Instead, Ferguson relies on the idea of respecting the intelligence of the audience, something that is obviously in stark contrast to activity of the financial institutions that he’s depicting. While “Inside Job” is never what you’d call warm, whether it’s the crisp, sterile cinematography of Svetlana Cvetko and Kalyanee Mam or Ferguson’s calm interrogation of his interviewees from off-camera, it’s a film that meets the demand of imparting a critical lecture without ever sounding like one. Ferguson isn’t the first to make the case that financial institutions, the government and academia have formed an unholy trinity out to screw the American public, yet he may be the rare one to make it stick, not with mouth-foaming rage, but reasoned analysis that takes a turn towards indignation.

“Inside Job” opens in New York on October 8th and Los Angeles on October 15th before opening in limited release.

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The Best Of The Last

Portlandia Goes Out With A Bang

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The end is near. In mere days Portlandia wraps up its final season, and oh what a season it’s been. Lucky for you, you can watch the entire season right now right here and on the IFC app, including this free episode courtesy of Subaru.

But now, let’s take a moment to look back at some of the new classics Fred and Carrie have so thoughtfully bestowed upon us. (We’ll be looking back through tear-blurred eyes, but you do you.)

Couples Dinner

It’s not that being single sucks, it’s that you suck if you’re single.

Cancel it!

A sketch for anyone who has cancelled more appointments than they’ve kept. Which is everyone.

Forgotten America

This one’s a “Serial” killer…everything both right and wrong about true crime podcasts.

Wedding Planners

The only bad wedding is a boring wedding.

Disaster Hut

It’s only the end of the world if your doomsday kit doesn’t include rosé.

Catch up on Portlandia’s final episodes on demand and at

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Your Portlandia Personality Test

The New Portlandia Webseries Is Going Your Way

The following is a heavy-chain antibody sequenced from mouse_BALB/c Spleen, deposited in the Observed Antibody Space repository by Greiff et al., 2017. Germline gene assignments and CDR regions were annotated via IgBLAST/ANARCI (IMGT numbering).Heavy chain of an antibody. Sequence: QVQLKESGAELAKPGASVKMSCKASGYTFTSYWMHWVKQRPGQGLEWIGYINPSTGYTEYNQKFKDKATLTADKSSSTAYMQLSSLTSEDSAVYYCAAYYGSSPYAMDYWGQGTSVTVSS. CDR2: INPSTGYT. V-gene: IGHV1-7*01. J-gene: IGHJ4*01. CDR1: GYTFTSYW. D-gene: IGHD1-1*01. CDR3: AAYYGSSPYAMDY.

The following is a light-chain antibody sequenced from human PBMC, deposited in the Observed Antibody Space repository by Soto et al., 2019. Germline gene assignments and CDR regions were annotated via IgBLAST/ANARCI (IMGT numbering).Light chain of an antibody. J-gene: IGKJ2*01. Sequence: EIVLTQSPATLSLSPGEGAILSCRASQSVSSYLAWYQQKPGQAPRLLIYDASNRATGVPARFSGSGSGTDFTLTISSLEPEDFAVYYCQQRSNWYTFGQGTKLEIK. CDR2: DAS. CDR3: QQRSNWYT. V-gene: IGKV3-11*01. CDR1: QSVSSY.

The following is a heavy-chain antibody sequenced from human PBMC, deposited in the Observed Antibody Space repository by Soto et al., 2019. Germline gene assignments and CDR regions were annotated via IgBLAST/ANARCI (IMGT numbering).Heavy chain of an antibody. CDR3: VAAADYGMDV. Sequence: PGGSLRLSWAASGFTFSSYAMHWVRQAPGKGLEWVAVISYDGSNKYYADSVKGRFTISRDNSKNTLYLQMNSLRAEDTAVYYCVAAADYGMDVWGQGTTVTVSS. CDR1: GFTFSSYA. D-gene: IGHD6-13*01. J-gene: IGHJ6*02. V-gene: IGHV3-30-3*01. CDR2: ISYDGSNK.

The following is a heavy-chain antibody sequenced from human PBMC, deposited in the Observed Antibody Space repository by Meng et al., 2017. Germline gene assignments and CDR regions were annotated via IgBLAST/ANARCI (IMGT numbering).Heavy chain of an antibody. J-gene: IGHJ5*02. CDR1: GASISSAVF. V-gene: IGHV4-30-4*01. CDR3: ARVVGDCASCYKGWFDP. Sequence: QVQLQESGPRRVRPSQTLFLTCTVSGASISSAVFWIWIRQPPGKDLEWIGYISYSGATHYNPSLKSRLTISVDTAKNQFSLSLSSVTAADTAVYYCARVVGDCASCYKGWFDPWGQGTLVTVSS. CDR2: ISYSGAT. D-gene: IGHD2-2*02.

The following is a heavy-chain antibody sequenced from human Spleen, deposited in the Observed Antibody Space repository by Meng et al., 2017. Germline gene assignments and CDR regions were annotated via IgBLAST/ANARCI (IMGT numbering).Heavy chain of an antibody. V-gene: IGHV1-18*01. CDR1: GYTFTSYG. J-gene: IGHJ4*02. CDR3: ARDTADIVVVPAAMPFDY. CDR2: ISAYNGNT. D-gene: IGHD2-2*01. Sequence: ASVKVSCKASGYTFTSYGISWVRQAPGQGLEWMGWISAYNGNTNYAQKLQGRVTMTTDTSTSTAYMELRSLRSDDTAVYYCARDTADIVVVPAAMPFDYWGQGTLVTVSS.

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Carrie and Fred understand that although we have so much in common, we’re each so beautifully unique and different. To help us navigate those differences, Portlandia has found an easy and honest way to embrace our special selves in the form of a progressive new traffic system: a specific lane for every kind of driver. It’s all in honor of the show’s 8th and final season, and it’s all presented by Subaru.

Ready to find out who you really are? Match your personality to a lane and hop on the expressway to self-understanding.

Lane 10: Trucks Piled With Junk

Your junk is falling out of your trunk. Shake a tail light, people — this lane is for you.

Lane 33: Twins

You’re like a Gemini, but waaaay more pedestrian. Maybe you and a friend just wear the same outfits a lot. Who cares, it’s just twinning enough to make you feel special.

Lane 27: Broken Windows

Bad luck follows you around and everyone knows it. Your proverbial seat is always damp from proverbial rain. Is this the universe telling you to swallow your pride? Yes.

Lane 69: Filthy Cars

You’re all about convenience. Getting your car washed while you drive is a no-brainer.

Lane 43: Newly Divorced Singles

It’s been a while since you’ve driven alone, and you don’t know the rules of the road anymore. What’s too fast? What’s too slow? Are you sending the right signals? Don’t worry, the breakdown lane is nearby if you need it.

Still can’t find a lane to match your personality? Check out all the videos here. And see the final season of Portlandia this spring on IFC.

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Last-Minute Holiday Gift Guide

Hits from the '80s are on repeat all Christmas Eve and Day on IFC.

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GIFs via Giphy, Photos via The Everett Collection